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Lethal Injection Executions Could Stop Today

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Lethal injection as a means of execution could soon meet its own demise.
On Friday March 28, the nation's pharmacists will gather in Orlando, FL, for the Annual Meeting of the American Pharmacists Association (APhA). They will face the question of whether to follow the lead of every other major medical association in the United States and ban participation of pharmacists in executions.

To date, some of the world's leading human-rights organizations -- including Amnesty International, the ACLU, Human Rights Watch and the NAACP (as well as 35,000 members of SumOfUs.org) -- have called upon them to do so.

Ever since Europe shut off U.S. access to most drugs used in executions, states have been struggling to find a supply. Now that all major pharmaceutical companies, domestic and foreign, have joined the embargo, state departments of correction have turned to a handful of "compounding pharmacists" to create their own drugs that will, however painfully or slowly, cause the death of the recipient.

Compounding pharmacists don't just dispense drugs, they create their own to their customers' specifications. They are not regulated by the FDA, but have come under increasing scrutiny since 64 people died and more than 700 became seriously ill in 2012 after using drugs prepared by a Massachusetts compounding pharmacy.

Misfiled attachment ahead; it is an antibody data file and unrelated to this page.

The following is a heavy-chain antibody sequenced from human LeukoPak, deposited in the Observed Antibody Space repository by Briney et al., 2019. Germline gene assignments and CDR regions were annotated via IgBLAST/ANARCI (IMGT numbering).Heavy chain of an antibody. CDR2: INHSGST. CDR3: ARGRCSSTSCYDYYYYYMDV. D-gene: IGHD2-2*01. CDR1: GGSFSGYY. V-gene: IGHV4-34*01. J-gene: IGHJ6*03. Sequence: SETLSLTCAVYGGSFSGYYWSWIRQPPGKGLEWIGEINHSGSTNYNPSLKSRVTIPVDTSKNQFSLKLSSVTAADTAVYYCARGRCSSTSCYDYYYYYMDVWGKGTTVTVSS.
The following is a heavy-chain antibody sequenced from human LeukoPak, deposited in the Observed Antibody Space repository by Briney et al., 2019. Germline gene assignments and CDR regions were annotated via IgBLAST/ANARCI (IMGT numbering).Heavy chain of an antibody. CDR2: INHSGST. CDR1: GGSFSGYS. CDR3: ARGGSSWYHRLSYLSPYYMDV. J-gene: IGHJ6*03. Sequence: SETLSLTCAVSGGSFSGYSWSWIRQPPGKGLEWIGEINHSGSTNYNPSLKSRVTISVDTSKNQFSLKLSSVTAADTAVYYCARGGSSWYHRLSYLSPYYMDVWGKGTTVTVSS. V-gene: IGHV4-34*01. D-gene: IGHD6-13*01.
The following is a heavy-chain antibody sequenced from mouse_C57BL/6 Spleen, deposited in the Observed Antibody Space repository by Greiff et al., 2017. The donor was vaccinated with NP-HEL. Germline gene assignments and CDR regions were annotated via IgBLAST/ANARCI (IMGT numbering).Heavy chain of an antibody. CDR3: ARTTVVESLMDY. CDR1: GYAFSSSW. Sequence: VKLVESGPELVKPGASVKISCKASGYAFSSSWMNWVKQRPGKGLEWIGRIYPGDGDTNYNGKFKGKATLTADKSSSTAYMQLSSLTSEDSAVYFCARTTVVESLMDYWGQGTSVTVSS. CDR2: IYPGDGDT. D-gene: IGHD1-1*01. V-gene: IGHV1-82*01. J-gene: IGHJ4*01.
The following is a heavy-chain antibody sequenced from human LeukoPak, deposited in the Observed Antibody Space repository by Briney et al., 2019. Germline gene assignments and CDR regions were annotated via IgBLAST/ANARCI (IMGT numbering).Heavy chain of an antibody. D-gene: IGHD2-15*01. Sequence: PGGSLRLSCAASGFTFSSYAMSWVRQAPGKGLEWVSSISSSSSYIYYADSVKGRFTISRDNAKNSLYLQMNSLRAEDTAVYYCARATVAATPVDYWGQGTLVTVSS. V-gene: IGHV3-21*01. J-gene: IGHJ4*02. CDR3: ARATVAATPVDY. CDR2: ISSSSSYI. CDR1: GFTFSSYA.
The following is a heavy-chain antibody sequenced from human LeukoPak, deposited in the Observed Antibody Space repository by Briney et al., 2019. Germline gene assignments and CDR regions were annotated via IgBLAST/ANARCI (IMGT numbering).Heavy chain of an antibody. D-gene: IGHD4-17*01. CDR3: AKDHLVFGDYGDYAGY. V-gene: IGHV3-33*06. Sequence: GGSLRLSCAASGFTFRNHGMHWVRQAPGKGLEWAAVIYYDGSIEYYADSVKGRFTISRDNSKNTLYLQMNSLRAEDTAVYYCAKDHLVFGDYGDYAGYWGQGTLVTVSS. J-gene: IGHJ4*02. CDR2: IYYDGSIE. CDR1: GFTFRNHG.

Only a handful of compounding pharmacists in the entire nation have agreed to concoct lethal drugs, not always with the best of results. In January, Ohio's execution of Dennis McGuire took an agonizing 24 minutes to complete; weeks earlier in Oklahoma, Michael Lee Wilson cried out that his entire body felt on fire as the drugs entered his veins.

In accepting their pieces of silver, these pharmacists are violating central tenets of APhA's own "Code of Ethics for Pharmacists," which states unequivocally that the "primary obligation of a pharmacist is to individual patients" and mandates that every pharmacist:

  • respects the covenantal relationship between the patient and pharmacist
  • promises to help individuals achieve optimum benefit from their medications, to be committed to their welfare, and to maintain their trust
  • places concern for the well-being of the patient at the center of professional practice
  • respects the autonomy and dignity of each patient
  • promotes the right of self-determination
  • recognizes individual self-worth by encouraging patients to participate in decisions about their health;
  • avoids ... actions that compromise dedication to the best interests of patients.

The American Medical Association has long prohibited any "action which would directly cause the death of the condemned," and any "action which would assist, supervise, or contribute to the ability of another individual to directly cause the death of the condemned." The American Board of Anesthesiology has taken this ban one step further by declaring that any anesthesiologist who participates in executions will lose ABA certification.

Even the Society of Correctional Physicians (SCP) specifically decrees that "the correctional health professional shall not be involved in any aspect of the execution of the death penalty." As the president of the SCP stated, "The primary reason for this stance is that the Society strongly believes that correctional health professionals are obligated to respect human dignity and act in ways that merit trust and prevent harm."

Participation in executions undermines the position of trust that pharmacists enjoy in this nation. A few pharmacists, acting secretly, are bringing the entire pharmaceutical profession into disrepute by using their training and tools to kill their patients without their consent.

Pharmacists as individuals are free to agree with or dissent from executions as public policy, but they must not participate in this process as medical professionals who have sworn an oath to protect life and to put the welfare of the patient at the center of their practice.